Mention the word ‘pawnbroker’ to people and most will wince. It seems to carry a negative connotation, harking back to an almost Dickensian world of desperate trading for people who are down on their luck and need money quickly, at the expense of valuable items. They’re generally not places of happiness or joy, more shops that hold sentimental items and tales of people giving up that which they once loved.
Here’s how they work: you take an object into the pawnbroker and essentially leave it there, as a collateral for a given loan. So if, for example, you needed a loan of £10,000, you could take an expensive item of jewellery in good condition with you and pawn it, borrowing the money and paying it back (with interest) for the length of the term. Once that’s up, and the loan is repaid, you can go back and claim your item back. Should you renege on the deal, the pawnbroker can sell the item.
The main reason that pawnbrokers have a less-than-stellar reputation is that there’s often no credit check, meaning that anyone with an item can borrow the money. Some pawnbrokers will only accept certain types of objects. Those items could be family heirlooms such as paintings or jewellery, so one can be sure that this is a last resort for someone who may not own a home or car, or at least not want to put either up for collateral.
You might not be able to borrow the full value of the item, and instead borrow a percentage of it, and the interest rate might be higher than you would pay from a standard loan. Pawnbroker terms generally last for six months and, if you need to renegotiate the length of the term, there is no obligation for the pawnbroker to do so. Keep your receipt, as this can be used to get the item back at the end of the stint, or within 14 days if you change your mind.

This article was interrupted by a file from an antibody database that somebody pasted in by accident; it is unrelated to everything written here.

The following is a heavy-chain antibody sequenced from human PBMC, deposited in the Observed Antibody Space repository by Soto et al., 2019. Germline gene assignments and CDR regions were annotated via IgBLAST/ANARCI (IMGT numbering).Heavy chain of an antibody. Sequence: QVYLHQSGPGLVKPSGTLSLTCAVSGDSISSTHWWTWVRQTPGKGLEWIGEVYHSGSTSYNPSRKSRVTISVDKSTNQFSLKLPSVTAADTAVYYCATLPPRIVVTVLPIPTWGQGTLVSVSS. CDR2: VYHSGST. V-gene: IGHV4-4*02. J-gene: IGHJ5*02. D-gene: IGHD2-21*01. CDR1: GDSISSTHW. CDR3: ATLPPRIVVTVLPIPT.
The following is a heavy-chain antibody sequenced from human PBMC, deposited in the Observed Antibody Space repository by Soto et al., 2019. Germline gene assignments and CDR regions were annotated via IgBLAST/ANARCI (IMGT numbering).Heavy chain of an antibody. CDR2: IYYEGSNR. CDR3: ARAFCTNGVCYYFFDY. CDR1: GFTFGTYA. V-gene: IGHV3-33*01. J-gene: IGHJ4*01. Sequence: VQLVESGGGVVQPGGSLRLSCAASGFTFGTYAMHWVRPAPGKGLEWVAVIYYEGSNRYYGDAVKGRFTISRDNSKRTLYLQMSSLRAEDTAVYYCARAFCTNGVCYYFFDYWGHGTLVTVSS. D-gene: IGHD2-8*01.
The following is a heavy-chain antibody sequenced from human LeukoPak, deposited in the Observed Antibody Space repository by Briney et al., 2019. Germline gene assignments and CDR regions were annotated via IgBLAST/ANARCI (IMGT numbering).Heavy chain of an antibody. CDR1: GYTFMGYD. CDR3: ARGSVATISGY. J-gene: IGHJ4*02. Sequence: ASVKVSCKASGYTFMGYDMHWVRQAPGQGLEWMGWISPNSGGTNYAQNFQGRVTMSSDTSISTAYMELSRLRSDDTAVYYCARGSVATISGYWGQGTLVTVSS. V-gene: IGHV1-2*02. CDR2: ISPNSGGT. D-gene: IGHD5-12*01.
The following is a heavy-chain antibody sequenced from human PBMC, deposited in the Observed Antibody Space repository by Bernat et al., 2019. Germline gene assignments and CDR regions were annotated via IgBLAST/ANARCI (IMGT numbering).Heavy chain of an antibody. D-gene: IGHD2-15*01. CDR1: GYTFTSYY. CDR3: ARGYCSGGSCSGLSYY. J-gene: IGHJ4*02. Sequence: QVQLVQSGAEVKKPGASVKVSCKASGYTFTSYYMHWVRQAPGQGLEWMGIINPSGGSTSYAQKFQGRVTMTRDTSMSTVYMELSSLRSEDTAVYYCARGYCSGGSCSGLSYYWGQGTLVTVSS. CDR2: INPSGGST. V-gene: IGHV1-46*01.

However, there are certain advantages to using a pawnbroker. For a start, because there is no credit check, people can borrow quickly – and this could be ideal for those who have turned their lives around but are still dogged by bad finances from several years before that appear on credit files.
The legal contract that accompanies a pawnbroker agreement works two ways and the agreement could even benefit you; it might seem unlikely that a pawnbroker could wildly overestimate the value of the item you’re pawning, but it is possible. Therefore, you could borrow more money than the item is worth, and should you default the pawnbroker could be at a loss. It’s more of a theoretical possibility than a realistic one, as they tend to do their research and are knowledgeable in their field.
There are a few other things to take into account. Firstly, you must be over the age of 18 and you’ll need a form of recognised ID to pawn your item. Secondly, your rare piece of nostalgia will be one of many similar items and antiquities, all in one place; it’s no surprise that burglars sometimes target pawnbrokers in brazen ramraids. Thirdly, and in a reversal of the same point, pawnbrokers can be great places to pick up unusual or rare items for the buyer – if they can put aside their guilt at handling what was once someone’s possessions.